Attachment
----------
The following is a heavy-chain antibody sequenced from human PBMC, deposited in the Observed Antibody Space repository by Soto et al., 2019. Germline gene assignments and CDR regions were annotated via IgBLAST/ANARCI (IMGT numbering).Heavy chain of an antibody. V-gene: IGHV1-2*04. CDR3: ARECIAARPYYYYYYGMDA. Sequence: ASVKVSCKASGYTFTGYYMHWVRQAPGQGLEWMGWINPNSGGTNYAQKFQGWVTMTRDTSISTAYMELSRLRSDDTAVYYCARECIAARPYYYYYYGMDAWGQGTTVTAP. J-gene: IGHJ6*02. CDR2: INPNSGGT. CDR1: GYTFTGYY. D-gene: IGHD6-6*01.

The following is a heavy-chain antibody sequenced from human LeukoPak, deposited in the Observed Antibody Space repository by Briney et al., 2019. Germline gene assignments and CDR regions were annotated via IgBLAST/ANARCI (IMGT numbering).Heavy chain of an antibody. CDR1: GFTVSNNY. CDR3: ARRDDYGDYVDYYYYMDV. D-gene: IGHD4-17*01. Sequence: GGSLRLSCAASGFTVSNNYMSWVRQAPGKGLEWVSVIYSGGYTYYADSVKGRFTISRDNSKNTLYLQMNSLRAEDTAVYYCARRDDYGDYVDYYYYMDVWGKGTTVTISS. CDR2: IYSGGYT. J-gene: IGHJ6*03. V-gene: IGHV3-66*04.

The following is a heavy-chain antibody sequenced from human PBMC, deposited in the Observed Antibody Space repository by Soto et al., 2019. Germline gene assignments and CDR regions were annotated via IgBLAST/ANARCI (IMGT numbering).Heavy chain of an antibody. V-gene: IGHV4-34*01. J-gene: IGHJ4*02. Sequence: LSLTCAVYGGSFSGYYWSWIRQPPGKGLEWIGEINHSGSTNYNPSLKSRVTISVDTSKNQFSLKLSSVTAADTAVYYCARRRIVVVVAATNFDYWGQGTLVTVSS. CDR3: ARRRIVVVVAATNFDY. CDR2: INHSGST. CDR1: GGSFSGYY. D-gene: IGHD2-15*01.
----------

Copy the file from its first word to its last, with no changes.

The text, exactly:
The following is a heavy-chain antibody sequenced from human PBMC, deposited in the Observed Antibody Space repository by Soto et al., 2019. Germline gene assignments and CDR regions were annotated via IgBLAST/ANARCI (IMGT numbering).Heavy chain of an antibody. V-gene: IGHV1-2*04. CDR3: ARECIAARPYYYYYYGMDA. Sequence: ASVKVSCKASGYTFTGYYMHWVRQAPGQGLEWMGWINPNSGGTNYAQKFQGWVTMTRDTSISTAYMELSRLRSDDTAVYYCARECIAARPYYYYYYGMDAWGQGTTVTAP. J-gene: IGHJ6*02. CDR2: INPNSGGT. CDR1: GYTFTGYY. D-gene: IGHD6-6*01.

The following is a heavy-chain antibody sequenced from human LeukoPak, deposited in the Observed Antibody Space repository by Briney et al., 2019. Germline gene assignments and CDR regions were annotated via IgBLAST/ANARCI (IMGT numbering).Heavy chain of an antibody. CDR1: GFTVSNNY. CDR3: ARRDDYGDYVDYYYYMDV. D-gene: IGHD4-17*01. Sequence: GGSLRLSCAASGFTVSNNYMSWVRQAPGKGLEWVSVIYSGGYTYYADSVKGRFTISRDNSKNTLYLQMNSLRAEDTAVYYCARRDDYGDYVDYYYYMDVWGKGTTVTISS. CDR2: IYSGGYT. J-gene: IGHJ6*03. V-gene: IGHV3-66*04.

The following is a heavy-chain antibody sequenced from human PBMC, deposited in the Observed Antibody Space repository by Soto et al., 2019. Germline gene assignments and CDR regions were annotated via IgBLAST/ANARCI (IMGT numbering).Heavy chain of an antibody. V-gene: IGHV4-34*01. J-gene: IGHJ4*02. Sequence: LSLTCAVYGGSFSGYYWSWIRQPPGKGLEWIGEINHSGSTNYNPSLKSRVTISVDTSKNQFSLKLSSVTAADTAVYYCARRRIVVVVAATNFDYWGQGTLVTVSS. CDR3: ARRRIVVVVAATNFDY. CDR2: INHSGST. CDR1: GGSFSGYY. D-gene: IGHD2-15*01.